It is not an easy proposition to govern and administer a town from 1500 km away and be genuinely interested.
While there are no easy solutions, there seems to be a need to adjust the power balance. It is not enough to fly the masters down here to tell us what to do or to fly people from down here up to Darwin to be told what to do.
In a society aspiring to champion equal rights and opportunities, Alice is still the wife who gets house-keeping money.
She is a good wife who spends the money as she is told to. She has no right to divorce.
Had it not been for the banner-waving suffragettes in the early 20th Century, women may still not have had the vote.
We take an awful lot of our rights for granted, and settle for quiet grumbles of annoyance under our breaths. We should honour the memory of those who fought for our rights and speak up.

The battle against worthless clutter. COLUMN by STEVE FISHER.
Assuming that you don't have to work, public holidays offer the soothing sensation of sinking into a very deep cushion filled with polystyrene beans.
After a while, you lose the traction to be able to lift yourself back out again.
This is how it has been for me during the current public holiday season. Everything seemed to run in slow motion. It was midday before I even thought about what I was going to do with myself and the sun was sinking rapidly by the time I arrived at a rough plan for the day. Oh well, all I could do was to sink a little further in.
I keep telling myself that it doesn't have to be this way. But after the third Monday spent reading chapters from my growing pile of worthy books, pulling couch grass out of my meagre native garden and mooching around my house with a paintbrush in my hand, I start to wonder whether I shouldn't be looking for a little more pizzazz out of life.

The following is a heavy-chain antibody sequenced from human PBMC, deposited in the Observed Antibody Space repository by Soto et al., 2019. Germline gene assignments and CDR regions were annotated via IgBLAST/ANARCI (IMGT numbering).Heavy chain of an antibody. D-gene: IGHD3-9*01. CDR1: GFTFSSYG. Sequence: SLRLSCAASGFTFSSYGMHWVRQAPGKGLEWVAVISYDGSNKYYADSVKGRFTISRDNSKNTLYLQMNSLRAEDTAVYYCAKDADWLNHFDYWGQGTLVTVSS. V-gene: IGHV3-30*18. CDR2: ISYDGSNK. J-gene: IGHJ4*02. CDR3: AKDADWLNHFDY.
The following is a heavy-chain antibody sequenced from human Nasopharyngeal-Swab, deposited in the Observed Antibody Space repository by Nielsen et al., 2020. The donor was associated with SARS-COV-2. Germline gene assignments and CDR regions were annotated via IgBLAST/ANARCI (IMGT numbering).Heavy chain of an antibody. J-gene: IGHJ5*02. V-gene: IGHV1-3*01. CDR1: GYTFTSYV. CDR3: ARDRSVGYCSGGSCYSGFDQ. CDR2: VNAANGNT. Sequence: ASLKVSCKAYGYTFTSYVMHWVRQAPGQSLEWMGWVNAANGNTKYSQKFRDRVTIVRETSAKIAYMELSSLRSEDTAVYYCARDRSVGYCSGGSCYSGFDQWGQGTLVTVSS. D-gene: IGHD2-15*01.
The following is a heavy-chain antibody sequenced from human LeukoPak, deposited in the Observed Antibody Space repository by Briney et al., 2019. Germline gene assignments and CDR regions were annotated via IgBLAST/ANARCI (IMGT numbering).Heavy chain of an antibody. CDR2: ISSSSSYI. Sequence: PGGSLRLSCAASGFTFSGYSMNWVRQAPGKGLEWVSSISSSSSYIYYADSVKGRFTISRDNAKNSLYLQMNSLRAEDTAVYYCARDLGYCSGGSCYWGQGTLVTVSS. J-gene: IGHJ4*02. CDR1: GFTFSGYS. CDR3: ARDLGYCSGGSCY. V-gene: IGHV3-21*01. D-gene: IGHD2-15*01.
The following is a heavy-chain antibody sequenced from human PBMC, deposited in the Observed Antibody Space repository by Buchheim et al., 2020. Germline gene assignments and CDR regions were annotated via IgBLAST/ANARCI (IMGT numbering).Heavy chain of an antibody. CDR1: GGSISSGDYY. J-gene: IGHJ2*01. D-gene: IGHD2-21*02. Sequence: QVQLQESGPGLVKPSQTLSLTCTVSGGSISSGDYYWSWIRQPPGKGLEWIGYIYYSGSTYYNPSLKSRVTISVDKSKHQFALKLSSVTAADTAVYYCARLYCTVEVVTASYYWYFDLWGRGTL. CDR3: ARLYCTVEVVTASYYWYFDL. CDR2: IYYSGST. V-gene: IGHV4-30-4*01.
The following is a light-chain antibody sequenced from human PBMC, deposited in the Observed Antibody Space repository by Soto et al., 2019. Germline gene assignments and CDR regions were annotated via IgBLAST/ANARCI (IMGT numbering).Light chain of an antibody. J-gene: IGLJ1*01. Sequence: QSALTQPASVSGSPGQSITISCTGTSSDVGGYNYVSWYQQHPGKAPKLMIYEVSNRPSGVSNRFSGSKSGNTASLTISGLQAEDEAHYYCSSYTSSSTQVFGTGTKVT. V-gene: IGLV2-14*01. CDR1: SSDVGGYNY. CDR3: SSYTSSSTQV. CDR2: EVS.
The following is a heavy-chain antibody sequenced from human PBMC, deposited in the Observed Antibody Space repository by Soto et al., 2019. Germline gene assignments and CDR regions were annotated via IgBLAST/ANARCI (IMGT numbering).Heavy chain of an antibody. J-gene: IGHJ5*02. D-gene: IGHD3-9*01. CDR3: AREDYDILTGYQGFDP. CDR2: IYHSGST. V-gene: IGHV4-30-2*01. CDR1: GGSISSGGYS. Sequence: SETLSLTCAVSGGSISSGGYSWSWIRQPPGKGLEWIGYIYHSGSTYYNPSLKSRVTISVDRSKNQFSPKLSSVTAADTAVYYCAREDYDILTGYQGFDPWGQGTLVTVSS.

So I drag the family off to the clothing bins at the St Vincent de Paul shop. No offence to the Bangtail Muster, which I am sure is a good day out, but my boat isn't floated by, er, floats. Horse racing doesn't quite do it either, so I give Pioneer Park a miss.
Instead, I stand behind the big blue bins trying to tie a knot in an overstuffed plastic bag and then attempting to ram it through a hole slightly larger than the mouthpiece of a flute. Heaving bags into clothing bins would make an entertaining spectator sport to be run along side the Camel Cup which, of course, is next up.
In an ideal world, I would be donating this bag of goodies when the St. Vincent de Paul shop is open. Then I could pass the items to the man behind the counter one-by-one, which is a much more sombre and respectful way to part with the debris of your life to a good cause than pressing it into a bin in a Bi-Lo bag.
All these dressing gowns and paperback books and shirts and soft toys have histories that are my history. They deserve to be held up and pored over for a few seconds before I say goodbye to them.
Never mind. I shed no tears and I don't look back at the big blue bins as I stride across Railway Terrace. Then I head off to the tip shop to rummage through someone else's rubbish and take it home to replace the stuff I just disposed of at St Vincent de Paul.
Before long, I'll have so many former tip shop items that I'll be able to set myself up as competition to the Bowerbird. Then more of those strange Territorian blokes with extravagant facial hair and utility vehicles with shot suspensions will reverse up my drive, dump old tiles on the ground and give me a dollar fifty for my complete underground reticulated watering system.
There's a message in everything. You may have noticed that by now. The message here is that modern life is defined by a constant battle against worthless clutter. It's a battle that I am losing fast.
If I keep giving away clothes on a regular basis and collecting used building materials, it is only a matter of time before every item of clothing that I own will be in the wash, but I'll have plenty of rivergum colourbond fencing sheets stacked up in my bedroom.
The only way to fashion wearable art from them will be to let my mate Dave loose with his angle grinder and his rivet gun.
It's a funny old world and it's getting stranger all the time.